Reetta M. Sipila, Lassi Haasio, Tuomo J. Meretoja, Samuli Ripatti, Ann-Mari Estlander, and Eija A. Kalso; Division of Pain Medicine, Department of Anesthesiology, Intensive Care and Pain Medicine, University of Helsinki and Helsinki University Hospital, Finland; Breast Surgery Unit, Comprehensive Cancer Center, University of Helsinki and Helsinki University Hospital; Institute for Molecular Medicine Finland (FIMM), University of Helsinki; Department of Public Health, Hjelt Institute, University of Helsinki

Pain expectation affects the intensity of acute pain, and expectations can lead to both psychological and physiological responses among patients. In addition, the expectation of high-intensity pain may lead to heightened attention and awareness about pain because of its natural threat value.

The aim of this study was to describe pain trajectories involving the intercept and slope of a linear trend for pain intensities recorded during the first postoperative week after breast cancer surgery and to identify factors associated with acute pain trajectories. Investigators also studied the association of pain expectation with both clinical and experimental pain variables. The aim was to evaluate whether patients with high pain expectations are more sensitive to pain stimulation in general. The main hypothesis was that expecting more severe postoperative pain and having high preoperative distress would have a significant impact on acute postoperative pain trajectories.

This prospective study included 563 women who were treated for breast cancer. Psychological data included responses from questionnaires for depressive symptoms and anxiety. Experimental pain tests for heat and cold were performed before surgery and the amount of oxycodone needed for satisfactory pain relief after surgery was recorded. Pain intensity in the area of operation before surgery and during the first postoperative week and expected intensity of postoperative pain were recorded using the Numerical Rating Scale. Results supported the main hypotheses: expectations of higher postoperative pain and high preoperative distress contributed to more intense postoperative pain (intercept) after breast cancer surgery. Other variables affecting more intense postoperative pain included type of surgery (axillary clearance), preoperative pain in the area of the operation, and the amount of oxycodone needed to obtain the first state of adequate pain relief. Factors associated with a more rapid pain resolution were higher BMI, higher pain expectations, and a higher amount of oxycodone needed.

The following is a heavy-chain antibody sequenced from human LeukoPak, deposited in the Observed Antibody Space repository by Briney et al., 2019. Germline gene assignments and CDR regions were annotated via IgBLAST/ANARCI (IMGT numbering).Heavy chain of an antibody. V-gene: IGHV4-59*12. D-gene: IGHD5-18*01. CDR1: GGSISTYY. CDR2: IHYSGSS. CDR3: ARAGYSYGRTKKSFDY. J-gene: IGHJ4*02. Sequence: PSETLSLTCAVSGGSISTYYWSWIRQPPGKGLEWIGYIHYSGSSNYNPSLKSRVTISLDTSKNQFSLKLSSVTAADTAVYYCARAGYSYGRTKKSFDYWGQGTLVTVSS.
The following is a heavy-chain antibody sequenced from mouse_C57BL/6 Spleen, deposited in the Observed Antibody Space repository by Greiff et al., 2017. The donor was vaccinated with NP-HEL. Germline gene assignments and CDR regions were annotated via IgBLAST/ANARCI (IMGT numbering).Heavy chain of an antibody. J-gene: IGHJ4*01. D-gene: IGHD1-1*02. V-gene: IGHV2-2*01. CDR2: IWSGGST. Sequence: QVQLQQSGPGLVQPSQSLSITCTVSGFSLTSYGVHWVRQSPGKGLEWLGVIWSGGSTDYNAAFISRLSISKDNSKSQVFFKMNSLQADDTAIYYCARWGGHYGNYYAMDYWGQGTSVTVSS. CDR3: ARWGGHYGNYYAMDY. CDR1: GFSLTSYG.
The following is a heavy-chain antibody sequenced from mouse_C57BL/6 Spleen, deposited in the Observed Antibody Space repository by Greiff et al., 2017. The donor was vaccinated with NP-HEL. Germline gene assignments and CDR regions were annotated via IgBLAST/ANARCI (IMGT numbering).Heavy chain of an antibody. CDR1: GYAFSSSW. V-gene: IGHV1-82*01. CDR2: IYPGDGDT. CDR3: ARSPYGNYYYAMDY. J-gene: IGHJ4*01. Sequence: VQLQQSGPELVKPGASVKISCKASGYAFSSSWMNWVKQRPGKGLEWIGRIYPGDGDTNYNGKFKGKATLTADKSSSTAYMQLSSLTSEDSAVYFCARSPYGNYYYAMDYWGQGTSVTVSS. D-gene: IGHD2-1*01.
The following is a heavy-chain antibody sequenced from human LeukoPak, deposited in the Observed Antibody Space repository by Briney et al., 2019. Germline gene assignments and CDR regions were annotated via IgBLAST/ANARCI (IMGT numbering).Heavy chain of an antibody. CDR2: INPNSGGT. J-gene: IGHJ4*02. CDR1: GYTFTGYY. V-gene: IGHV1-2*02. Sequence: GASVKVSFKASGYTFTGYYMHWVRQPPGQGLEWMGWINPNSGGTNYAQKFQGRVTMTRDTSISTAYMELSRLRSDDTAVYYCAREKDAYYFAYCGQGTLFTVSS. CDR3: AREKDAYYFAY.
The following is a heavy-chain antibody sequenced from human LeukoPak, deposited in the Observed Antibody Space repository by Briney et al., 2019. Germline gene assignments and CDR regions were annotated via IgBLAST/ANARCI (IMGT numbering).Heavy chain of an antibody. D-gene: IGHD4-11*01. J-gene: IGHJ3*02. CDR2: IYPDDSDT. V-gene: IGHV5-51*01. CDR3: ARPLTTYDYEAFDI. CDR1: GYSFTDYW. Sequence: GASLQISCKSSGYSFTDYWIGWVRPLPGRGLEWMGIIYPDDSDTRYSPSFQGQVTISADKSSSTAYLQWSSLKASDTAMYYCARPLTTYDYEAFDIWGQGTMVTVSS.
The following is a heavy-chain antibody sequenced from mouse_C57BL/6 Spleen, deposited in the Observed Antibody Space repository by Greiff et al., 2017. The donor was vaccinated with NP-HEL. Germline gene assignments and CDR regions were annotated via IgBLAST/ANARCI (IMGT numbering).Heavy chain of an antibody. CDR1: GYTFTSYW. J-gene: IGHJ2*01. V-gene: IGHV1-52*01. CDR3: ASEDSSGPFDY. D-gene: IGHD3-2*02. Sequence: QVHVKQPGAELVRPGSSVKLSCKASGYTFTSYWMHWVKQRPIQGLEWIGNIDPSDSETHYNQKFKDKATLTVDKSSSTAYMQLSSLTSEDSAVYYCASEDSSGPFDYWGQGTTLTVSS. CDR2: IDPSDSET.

Acute pain after breast cancer surgery is a multidimensional problem. Psychological distress, pain expectations, and patients’ reports of preoperative pain in the area to be operated on should be recognized and assessed before surgery. Moreover, patients who have axillary clearance need more efficient analgesic approaches. Clinicians need to be knowledgeable about these risk factors and take measures to minimize their influence.

These results merit further study regarding whether genetic factors or previous adverse experiences can explain some of these associations.

Predictors of the Transition From Acute to Persistent Musculoskeletal Pain in Children and Adolescents: A Prospective Study

Amy Lewandowski Holley, Anna C. Wilson, and Tonya M. Palermo; Department of Pediatrics, Institute on Development and Disability, Oregon Health & Science University, Portland; Department of Anesthesiology and Pain Medicine, University of Washington, Seattle

Persistent pain during childhood is associated with limitations in physical functioning, impaired quality of life (QOL), sleep disturbances, peer difficulties, and elevated depressive symptoms. Chronic pain during childhood confers the risk for pain and high healthcare use in adulthood, with the onset of pain in childhood often leading to widespread pain, higher anxiety, and poorer functional status later in life. High prevalence of musculoskeletal (MSK) pain during childhood places a significant burden on children, families, and the healthcare system. Epidemiologic studies suggest MSK pain remits; however, approximately 30% of patients experience continued pain at 1- and 4-year follow-ups.